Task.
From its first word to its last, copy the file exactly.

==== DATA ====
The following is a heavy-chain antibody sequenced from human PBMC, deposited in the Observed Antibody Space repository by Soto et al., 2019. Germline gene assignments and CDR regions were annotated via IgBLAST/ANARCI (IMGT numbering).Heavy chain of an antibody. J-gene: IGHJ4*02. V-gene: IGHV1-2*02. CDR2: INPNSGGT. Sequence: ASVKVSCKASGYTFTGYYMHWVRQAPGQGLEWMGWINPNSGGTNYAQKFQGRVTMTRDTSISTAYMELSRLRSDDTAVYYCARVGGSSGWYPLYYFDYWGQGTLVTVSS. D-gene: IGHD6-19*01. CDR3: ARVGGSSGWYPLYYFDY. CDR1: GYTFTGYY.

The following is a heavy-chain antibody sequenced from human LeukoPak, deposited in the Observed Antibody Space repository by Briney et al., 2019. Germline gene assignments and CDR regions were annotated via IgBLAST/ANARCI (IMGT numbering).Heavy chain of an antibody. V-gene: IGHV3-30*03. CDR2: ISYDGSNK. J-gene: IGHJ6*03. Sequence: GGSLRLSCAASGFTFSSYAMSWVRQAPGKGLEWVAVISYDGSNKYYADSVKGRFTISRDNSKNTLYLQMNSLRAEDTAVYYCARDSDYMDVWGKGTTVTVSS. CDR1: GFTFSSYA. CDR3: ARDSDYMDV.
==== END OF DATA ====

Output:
The following is a heavy-chain antibody sequenced from human PBMC, deposited in the Observed Antibody Space repository by Soto et al., 2019. Germline gene assignments and CDR regions were annotated via IgBLAST/ANARCI (IMGT numbering).Heavy chain of an antibody. J-gene: IGHJ4*02. V-gene: IGHV1-2*02. CDR2: INPNSGGT. Sequence: ASVKVSCKASGYTFTGYYMHWVRQAPGQGLEWMGWINPNSGGTNYAQKFQGRVTMTRDTSISTAYMELSRLRSDDTAVYYCARVGGSSGWYPLYYFDYWGQGTLVTVSS. D-gene: IGHD6-19*01. CDR3: ARVGGSSGWYPLYYFDY. CDR1: GYTFTGYY.

The following is a heavy-chain antibody sequenced from human LeukoPak, deposited in the Observed Antibody Space repository by Briney et al., 2019. Germline gene assignments and CDR regions were annotated via IgBLAST/ANARCI (IMGT numbering).Heavy chain of an antibody. V-gene: IGHV3-30*03. CDR2: ISYDGSNK. J-gene: IGHJ6*03. Sequence: GGSLRLSCAASGFTFSSYAMSWVRQAPGKGLEWVAVISYDGSNKYYADSVKGRFTISRDNSKNTLYLQMNSLRAEDTAVYYCARDSDYMDVWGKGTTVTVSS. CDR1: GFTFSSYA. CDR3: ARDSDYMDV.